If you find yourself walking along the beaches of the English Channel, you might come across a mat of green goo, as if someone had tipped a jar of mint sauce onto the beach. But if you get down on your hands and knees, and stare at the goo with a magnifying glass, you’ll see its true nature.
Little green worms, each just a few millimetres long, writhing together in their millions.
Their formal name is Symsagittifera roscoffensis, but Channel Islanders call them mint sauce worms for obvious reasons. Their green colour comes from the algae in their bodies, which provide them with nutrients by harnessing the sun’s energy. The algae also gave the creatures their other name, favoured by early 20th century biologists: “plant-animals.”
One of those biologists, Frederick Keeble, wrote a whole book about these creatures in 1901. Eight decades later, Nigel Franks from the University of Bristol picked up a copy at a second-hand bookstore for the princely sum of 50 pence. Intrigued, he set out to find them, and it took him several trips to the island of Guernsey to do so. “It’s hard to find a patch of them but once you find them, they’re there in huge numbers,” he says. “They’re hugely impressive. When you see them, you’ll think they’re algae.”
Franks scooped up a group of them and started studying their behaviour. He quickly realised that if he added enough of them to the same pool of shallow water, they’d start swimming in mesmerising circular mills, with hundreds of individuals in rotating green rings. “They did them at the drop of a hat,” says Franks. “It was such a telltale symptom of really strong social interactions.”
Having spent most of his career studying the collective behaviour of ants, Franks was the perfect audience for the worms’ display. He knew that many other social animals will produce circular mills, for varying reasons. Army ants do it if you isolate a group of them, slavishly following each other’s chemical trails until they die from exhaustion. Fish do it when confronted by predators. Even virtual animals will form mills if you program them with simple rules. So what about the worms?
By studying videos of the animals, Franks and his colleagues showed that they interact strongly with one another, often swimming in parallel with just a millimetre between them. As their densities increase, they grew disproportionately closer. The mills, it seems, arise from these close-quarter interactions, and from the worms’ tendency to curve in a particular direction. (It’s notable that almost all the mills spin clockwise.)
Using this information, Franks’ colleague Alan Worley built a computer simulation in which virtual worms behaved according to simple rules, and yet spontaneously produced circular mills just like their real counterparts.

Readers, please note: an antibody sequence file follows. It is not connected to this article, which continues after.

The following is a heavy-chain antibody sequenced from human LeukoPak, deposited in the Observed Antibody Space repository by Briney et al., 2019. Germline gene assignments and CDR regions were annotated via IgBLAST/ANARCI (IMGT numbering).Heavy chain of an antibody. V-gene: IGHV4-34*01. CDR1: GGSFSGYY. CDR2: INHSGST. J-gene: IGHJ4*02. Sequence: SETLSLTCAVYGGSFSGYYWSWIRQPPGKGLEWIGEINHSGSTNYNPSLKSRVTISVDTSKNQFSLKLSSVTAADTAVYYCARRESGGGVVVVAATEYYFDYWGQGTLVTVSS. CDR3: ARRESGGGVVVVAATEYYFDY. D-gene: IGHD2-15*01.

“But many different models of individual interactions can reproduce the same kind of collective patterns,” says Guy Therauluz, another collective motion researcher at Paul Sabatier University. “Deciphering the real social interactions at work between worms is a task that remains to be done.”
Franks plans to do that. It’s possible, he says, that the worms are dribbling some kind of chemical behind themselves, which the others follow. Or perhaps they are reacting to turbulence in the water. “The rules have yet to be worked out,” he says.
He also wants to know why the worms behave in this way and he has a fascinating suggestion. Perhaps the worms are social sunbathers. By gathering in large mats of biofilms, bound together by mucus that they themselves secrete, they can stabilise their position on sandy beaches or tidepools. In Franks’ words, they “behave collectively as a social seaweed”.
Individual worms are also known to head towards light sources that are almost too bright for them, and would max out the abilities of their algal partners. They could deal with that problem in a mat by ducking down into the darker centre once they’ve had their fill of light. Franks compares them to emperor penguins huddling against bitter Antarctic winds: these flocks continuously rotate as individuals at the edge wheedle their way into the centre.
Dora Biro from the University of Oxford praises Franks’ attempt to explain not just the how of the collective motion, but also the why—something that has been overlooked by scientists in this field. “The hypothesis is very interesting,” she says. “It would be great to find support for it through future work, including observations in the wild on the formation of the biofilm, and the role of milling in the process.”
Franks is just getting started with the mint sauce worms, but he sees them as great subjects for understanding collective behaviour in animals. Other scientists have analysed their bodies, the way they grow, and their powers of regeneration—but only ever one at a time. “I suspect that if people looked at populations more, as we have been fortunate enough to do with these things, they’d see more and more examples of strange microscopic organisms showing social behaviour like this,” Franks says.